Every year, faculty and staff at Parker participate in several professional development days. Over the last four years, the DEIB team has worked tirelessly to guide Parker faculty and staff through training on racial literacy during these growth-centered opportunities.

Racial literacy training explores one overarching theme—the understanding that we are all racial beings and how we understand our own racial identity impacts how we interact with other human beings. Understanding this theme helps educators as they assess their curriculum, classrooms, representations, and language from a racially literate

As a result of these trainings, faculty and staff have been able to critically examine the representations shared in readings, films, and activities and to become more cognizant of the language used in their classrooms. Even non- humanities subjects like math and science have integrated these ideas into their coursework.

Faculty and staff across Parker now have the tools and resources to think critically about the frameworks, coded behaviors, and implicit biases that might have previously been accepted as the norm. Professional development days will continue to include DEIB training to support Parker’s commitment to creating a sense of belonging for the entire community.

Associate Director of DEIB at the Lower School Veronica Scott and Lower School Culturally Responsive Literacy Specialist Rebecca Bellingham started the “Windows, Mirrors, and Coffee” Bookclub in November 2020.


Over the past several years, the DEIB team at Parker has established and fostered student affinity groups across both campuses. Affinity groups provide support for students as they explore identity development in relation to various identity markers.

These groups include NIA (Nurture, Inspire, Achieve) which supports Black, African American, multiracial, and transracial adoptees across all divisions; SPEAK (Shaping Peer Empowerment; Advocating Knowledge) which supports first-generation college-bound Latin@/x/e* students at the Upper School; and the Gender Sexuality Alliance, which supports LGBTQ+ students at the Upper School.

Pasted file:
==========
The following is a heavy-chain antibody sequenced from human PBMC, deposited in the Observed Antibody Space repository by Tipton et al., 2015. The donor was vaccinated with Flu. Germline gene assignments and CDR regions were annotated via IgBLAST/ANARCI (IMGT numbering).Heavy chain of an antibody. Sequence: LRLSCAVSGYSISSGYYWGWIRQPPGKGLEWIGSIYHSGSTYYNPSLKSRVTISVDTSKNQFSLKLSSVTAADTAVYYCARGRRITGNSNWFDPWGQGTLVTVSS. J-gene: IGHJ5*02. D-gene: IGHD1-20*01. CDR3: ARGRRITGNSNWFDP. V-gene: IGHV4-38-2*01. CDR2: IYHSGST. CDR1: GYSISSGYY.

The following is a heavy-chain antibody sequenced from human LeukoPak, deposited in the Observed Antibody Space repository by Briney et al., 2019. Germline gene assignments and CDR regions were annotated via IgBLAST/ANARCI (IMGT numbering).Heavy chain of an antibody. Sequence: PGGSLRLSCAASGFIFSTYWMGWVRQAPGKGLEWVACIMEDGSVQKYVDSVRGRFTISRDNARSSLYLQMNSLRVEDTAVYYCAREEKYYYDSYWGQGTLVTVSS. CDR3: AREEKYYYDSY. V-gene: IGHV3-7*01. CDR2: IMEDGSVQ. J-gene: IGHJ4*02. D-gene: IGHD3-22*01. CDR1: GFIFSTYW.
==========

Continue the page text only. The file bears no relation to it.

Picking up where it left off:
Seniors from SPEAK were honored with a special graduation celebration.

The 14th Annual Pan-African Celebration honored graduating seniors and rising Grade 6 and Grade 9 students.

Faculty and staff members serve as group facilitators and go through training to better understand themselves and their own identity and how to best support students. These group leaders create lessons that walk students through identity development with the goal of meeting six to ten times each year.

Affinity groups bolster a feeling of belonging for Parker students—a key value of the School’s community. And while they work to support racial identity development, the groups also honor individuality.

The DEIB team is working on expanding and adding affinity groups and hopes to extend the programming to Parker alumni as well.